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Discussion Starter #1
I was loosing coolant in my 2000 Concorde, 3.2, having to put in about 16 oz. a week in the reservoir, but no overheating. I read that a common problem that causes the leak with these vehicles is the o-ring under the lower intake manifold where heater tube located going bad. I had the o-ring/gasket replaced a few days ago. Coolant still leaking after work done so I took to another shop and had pressure test done and was told the head gasket is blown (yeah I should have and the pressure test done first).

Are there any head gasket sealers that work for this type of vehicle, and if so, what is the brand?
 

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do you have a miss?
where is the leak?
head gasket problems aren't common without over heating.
lower intake manifold gaskets and the oring onthe tube are common leak points on the engine.
pinholes in the return tube are also common.
when was the timing belt/water pump last replaced?
does your engine have a miss? run rough?
 

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Discussion Starter #3
There was some strange rattling coming from engine a few months ago when coming back home from a town 3 hours away, but it stopped the next day...no missing since then.

I said the lower intake gasket/o-ring was replaced yesterday.

I had the pressure test done and the mechanic said where water was shooting out indicated blown head gasket, but I don't recall specifically where he said leak was coming from. He said before pressure test that there was coolant near transmission.

I purchased the car used about a year ago and do not know if or when timing belt replaced.
 

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You've checked all the other hoses related to the cooling system?
Over the transmission there are 2 hoses that go to the heater core. If you have no proof of the work being done, then the safe assumption is they are now 20 years old, unless you replaced them at the same time as doing the o ring on the LIM.
 

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well, sometimes the intake can be too corroded around the oring seal and even a new one might not fix the problem.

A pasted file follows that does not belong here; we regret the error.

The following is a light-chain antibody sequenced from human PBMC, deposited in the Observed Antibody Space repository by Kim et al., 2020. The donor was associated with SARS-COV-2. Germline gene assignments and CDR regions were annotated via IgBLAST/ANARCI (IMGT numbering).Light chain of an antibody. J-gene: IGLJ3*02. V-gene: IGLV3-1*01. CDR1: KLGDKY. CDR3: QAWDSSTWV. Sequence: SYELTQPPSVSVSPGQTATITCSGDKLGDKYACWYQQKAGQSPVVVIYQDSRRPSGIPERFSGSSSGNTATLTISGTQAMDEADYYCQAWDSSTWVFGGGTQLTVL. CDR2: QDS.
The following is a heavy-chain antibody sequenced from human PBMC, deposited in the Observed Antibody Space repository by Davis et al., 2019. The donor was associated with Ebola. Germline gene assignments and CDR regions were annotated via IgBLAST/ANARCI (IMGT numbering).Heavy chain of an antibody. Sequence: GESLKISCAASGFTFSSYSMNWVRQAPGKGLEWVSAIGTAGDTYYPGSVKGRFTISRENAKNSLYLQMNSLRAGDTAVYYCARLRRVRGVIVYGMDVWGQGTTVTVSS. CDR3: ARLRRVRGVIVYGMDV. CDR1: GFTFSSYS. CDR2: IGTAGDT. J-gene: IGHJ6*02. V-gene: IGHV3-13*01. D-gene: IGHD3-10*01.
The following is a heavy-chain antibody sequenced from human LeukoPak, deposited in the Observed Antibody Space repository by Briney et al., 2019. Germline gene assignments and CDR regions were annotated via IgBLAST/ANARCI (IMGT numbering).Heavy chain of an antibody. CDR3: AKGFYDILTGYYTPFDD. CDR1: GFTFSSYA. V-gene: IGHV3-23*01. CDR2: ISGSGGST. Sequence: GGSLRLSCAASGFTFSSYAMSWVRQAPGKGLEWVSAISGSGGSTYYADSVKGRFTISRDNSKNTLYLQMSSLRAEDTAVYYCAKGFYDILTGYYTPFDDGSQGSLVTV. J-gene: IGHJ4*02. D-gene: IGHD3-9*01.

or, as stated, there are heater hoses and lines that come out above the tranny, at the back of the engine.
take the air cleaner hose off and have a look around behind yourself.
maybe they screwed up with the intake gasket replacement.
you'll have to find out exactly what is wrong before you can repair it.
 

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Discussion Starter #6
Does the tranny have to be removed to check the hoses?

Regarding your comment about maybe gasket replacement was screwed up, I thought about that too, but I'd have to pay labor again to remove the manifold and check the ring/gasket which was $200 last time.

A mechanic told me today that Blue Devil head gasket sealer works excellent. Ever used it yourself? If hoses check out ok, I may try that.
 

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Sounds like a "Shade Tree" mechanic to me. None of the "Snake Oil" sealers are worth a crap. Find the actual source of the problem and fix it right.
 

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just the air cleaner hoses. maybe get a mirror to look around under the throttle body.
at worst, you might remove the wiper tray to get a real good look, but shouldn't be necessary.
and if you find the lower intake leaking, i'd take it back for warranty.
 

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Discussion Starter #9
If the lower intake manifold/o-ring job not replaced correctly, then wouldn't the pressure test done on the engine show leaking from that area? As I said in previous post, the pressure test done indicated blown head gasket because that was where leak coming from.